Studio 54 – I didn’t really know anything about the behind-the-scenes, so I learned a lot! The documentary featured a lot of interview time of the more “silent” partner, Ian Schrager (the more public partner, Steve Rubell, passed away from AIDS / hepatitis in 1989.) My spouse pointed out that it was a smart idea not to rely on a bunch of famous people being interviewed about it – that seemed like the easy choice, but this way the film spoke for itself a lot more.
The Miseducation of Cameron Post – My spouse was super psyched this was part of the festival, because they had heard of it and had just finished reading the novel that the film is based on. It takes place in Montana in 1993; when Cameron is caught in the backseat of a car with her girlfriend, she’s sent to a conversion therapy camp called God’s Promise. It was awesome to see this with a theater full of people because there were so many sound bites that got big laughs (although the writer and director didn’t seem to account for those interruptions, there wasn’t a beat for us to catch up, meaning we ended up missing dialogue because we were laughing so much. At one point, the audience burst out with a round of applause!) This was thoroughly entertaining and also disturbing – a more dramatic partner piece to “But I’m a Cheerleader.”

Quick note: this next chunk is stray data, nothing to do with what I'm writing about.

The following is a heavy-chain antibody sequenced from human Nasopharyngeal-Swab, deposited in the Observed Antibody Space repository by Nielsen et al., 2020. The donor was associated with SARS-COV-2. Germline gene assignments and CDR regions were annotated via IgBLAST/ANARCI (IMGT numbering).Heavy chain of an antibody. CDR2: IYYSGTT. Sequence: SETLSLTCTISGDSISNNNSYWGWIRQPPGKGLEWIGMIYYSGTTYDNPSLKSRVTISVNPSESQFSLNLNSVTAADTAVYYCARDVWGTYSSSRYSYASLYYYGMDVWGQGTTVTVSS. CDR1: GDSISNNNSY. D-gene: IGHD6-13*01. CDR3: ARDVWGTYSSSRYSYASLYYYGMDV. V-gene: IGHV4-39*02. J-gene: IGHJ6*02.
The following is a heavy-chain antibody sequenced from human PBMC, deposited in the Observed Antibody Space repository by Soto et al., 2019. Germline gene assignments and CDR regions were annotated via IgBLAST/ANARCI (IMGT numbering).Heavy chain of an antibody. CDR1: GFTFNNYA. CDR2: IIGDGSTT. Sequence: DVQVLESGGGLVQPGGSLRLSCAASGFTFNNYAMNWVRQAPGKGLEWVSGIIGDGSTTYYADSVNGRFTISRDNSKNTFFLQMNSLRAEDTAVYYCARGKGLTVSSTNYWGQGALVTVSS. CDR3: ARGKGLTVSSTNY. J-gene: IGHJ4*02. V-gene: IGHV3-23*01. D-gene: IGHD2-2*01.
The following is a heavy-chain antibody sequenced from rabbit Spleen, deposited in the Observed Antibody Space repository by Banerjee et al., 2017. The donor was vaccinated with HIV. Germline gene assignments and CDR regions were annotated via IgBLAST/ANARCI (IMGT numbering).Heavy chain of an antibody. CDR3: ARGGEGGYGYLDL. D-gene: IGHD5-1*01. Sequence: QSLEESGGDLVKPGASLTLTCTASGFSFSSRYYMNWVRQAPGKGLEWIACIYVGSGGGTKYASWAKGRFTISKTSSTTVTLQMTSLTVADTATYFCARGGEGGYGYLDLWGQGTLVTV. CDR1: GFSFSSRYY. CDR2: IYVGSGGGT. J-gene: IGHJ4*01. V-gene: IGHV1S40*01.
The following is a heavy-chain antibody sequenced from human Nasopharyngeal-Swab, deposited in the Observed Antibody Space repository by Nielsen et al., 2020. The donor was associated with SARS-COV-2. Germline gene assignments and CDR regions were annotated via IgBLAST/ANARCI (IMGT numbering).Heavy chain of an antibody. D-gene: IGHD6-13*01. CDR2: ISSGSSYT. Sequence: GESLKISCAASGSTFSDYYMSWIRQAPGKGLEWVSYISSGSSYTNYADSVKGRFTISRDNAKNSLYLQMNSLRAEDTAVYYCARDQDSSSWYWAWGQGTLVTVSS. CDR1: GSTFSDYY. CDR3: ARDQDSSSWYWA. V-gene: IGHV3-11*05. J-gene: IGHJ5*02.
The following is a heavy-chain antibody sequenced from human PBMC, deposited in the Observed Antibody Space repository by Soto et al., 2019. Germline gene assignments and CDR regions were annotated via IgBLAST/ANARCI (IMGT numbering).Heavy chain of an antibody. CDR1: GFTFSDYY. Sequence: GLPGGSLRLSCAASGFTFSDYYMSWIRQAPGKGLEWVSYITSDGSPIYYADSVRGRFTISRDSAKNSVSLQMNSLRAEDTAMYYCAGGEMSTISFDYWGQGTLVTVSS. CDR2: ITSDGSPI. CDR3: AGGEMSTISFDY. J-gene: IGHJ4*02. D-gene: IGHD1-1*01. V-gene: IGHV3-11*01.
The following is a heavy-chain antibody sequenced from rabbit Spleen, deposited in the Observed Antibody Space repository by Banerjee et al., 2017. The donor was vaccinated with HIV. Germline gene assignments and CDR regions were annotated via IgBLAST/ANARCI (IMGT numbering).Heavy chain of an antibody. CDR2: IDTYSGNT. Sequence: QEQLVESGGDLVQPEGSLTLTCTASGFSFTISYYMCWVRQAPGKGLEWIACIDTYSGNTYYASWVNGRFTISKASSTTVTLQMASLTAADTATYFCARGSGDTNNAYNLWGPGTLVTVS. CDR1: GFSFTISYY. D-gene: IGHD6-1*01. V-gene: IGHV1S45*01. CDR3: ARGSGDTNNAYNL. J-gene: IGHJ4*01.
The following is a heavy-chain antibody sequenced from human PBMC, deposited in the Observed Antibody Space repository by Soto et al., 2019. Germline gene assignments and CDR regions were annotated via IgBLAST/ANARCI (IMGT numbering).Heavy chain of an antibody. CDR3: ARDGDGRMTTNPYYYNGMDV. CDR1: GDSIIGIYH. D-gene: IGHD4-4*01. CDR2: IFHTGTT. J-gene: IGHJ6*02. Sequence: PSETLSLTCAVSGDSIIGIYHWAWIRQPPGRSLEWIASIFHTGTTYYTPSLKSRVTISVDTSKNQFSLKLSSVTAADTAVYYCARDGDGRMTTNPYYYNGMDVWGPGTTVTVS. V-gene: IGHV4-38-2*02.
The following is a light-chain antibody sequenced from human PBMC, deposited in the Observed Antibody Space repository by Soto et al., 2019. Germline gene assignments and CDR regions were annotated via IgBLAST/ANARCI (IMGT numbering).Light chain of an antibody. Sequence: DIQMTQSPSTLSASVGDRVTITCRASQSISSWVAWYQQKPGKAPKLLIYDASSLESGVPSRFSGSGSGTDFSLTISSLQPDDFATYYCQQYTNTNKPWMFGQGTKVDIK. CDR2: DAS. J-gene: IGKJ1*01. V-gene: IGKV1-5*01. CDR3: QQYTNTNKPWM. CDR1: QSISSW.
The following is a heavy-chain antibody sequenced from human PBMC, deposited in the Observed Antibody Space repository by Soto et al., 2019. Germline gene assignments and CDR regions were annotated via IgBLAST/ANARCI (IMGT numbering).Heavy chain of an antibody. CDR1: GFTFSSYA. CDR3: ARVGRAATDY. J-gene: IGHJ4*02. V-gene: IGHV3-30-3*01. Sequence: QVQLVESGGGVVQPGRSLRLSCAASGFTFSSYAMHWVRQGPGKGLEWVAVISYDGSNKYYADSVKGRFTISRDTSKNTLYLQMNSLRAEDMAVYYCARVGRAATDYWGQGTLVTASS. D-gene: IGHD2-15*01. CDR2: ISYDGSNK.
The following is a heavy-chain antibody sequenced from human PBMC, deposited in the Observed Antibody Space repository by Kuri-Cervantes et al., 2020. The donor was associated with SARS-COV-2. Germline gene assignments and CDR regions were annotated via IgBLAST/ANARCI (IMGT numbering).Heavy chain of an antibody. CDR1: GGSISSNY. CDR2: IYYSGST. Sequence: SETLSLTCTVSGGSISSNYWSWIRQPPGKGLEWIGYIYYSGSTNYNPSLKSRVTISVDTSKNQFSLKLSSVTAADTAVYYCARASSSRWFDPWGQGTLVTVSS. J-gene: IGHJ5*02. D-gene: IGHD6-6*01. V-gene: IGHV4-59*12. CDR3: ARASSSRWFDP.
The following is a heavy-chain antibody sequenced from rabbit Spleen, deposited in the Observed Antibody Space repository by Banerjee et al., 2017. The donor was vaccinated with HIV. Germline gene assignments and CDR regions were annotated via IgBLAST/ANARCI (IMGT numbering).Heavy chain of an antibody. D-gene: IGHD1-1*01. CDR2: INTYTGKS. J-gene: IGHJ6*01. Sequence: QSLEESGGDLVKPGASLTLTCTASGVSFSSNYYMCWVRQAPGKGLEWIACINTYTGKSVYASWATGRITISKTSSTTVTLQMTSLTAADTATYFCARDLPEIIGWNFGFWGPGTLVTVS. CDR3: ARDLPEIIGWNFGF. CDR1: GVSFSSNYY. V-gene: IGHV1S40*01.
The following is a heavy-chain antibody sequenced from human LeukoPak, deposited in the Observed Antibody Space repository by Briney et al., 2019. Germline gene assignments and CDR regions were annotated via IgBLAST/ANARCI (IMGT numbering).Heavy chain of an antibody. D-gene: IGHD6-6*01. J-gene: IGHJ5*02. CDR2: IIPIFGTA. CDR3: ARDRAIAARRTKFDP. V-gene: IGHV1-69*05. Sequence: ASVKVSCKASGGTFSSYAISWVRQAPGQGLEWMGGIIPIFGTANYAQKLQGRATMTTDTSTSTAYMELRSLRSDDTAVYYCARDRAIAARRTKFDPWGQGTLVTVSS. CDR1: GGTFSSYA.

A friend of mine living in Albuquerque posted about an art project s/he recently completed, and I messaged hir to find out more about it. What follows is an interview with the artist, Harley Kirschner, in which we touch on toxic masculinity, safety, artistic processes, and a whole lot more!
Kam: How did you get involved in it? Did you propose the idea?
Harley: I work at Winnings coffee shop again, after a few years in plumbing and pipefitting , unemployment, self employment and other jobs. We have artists do murals in our bathrooms and it was time for a new one.The need was expressed and I jumped on the opportunity. I got free reign over what I wanted to do and as a trans artist who is getting into what I like to think of as oversized zines, naturally I created a zine installation about using public restrooms as trans in a public restroom.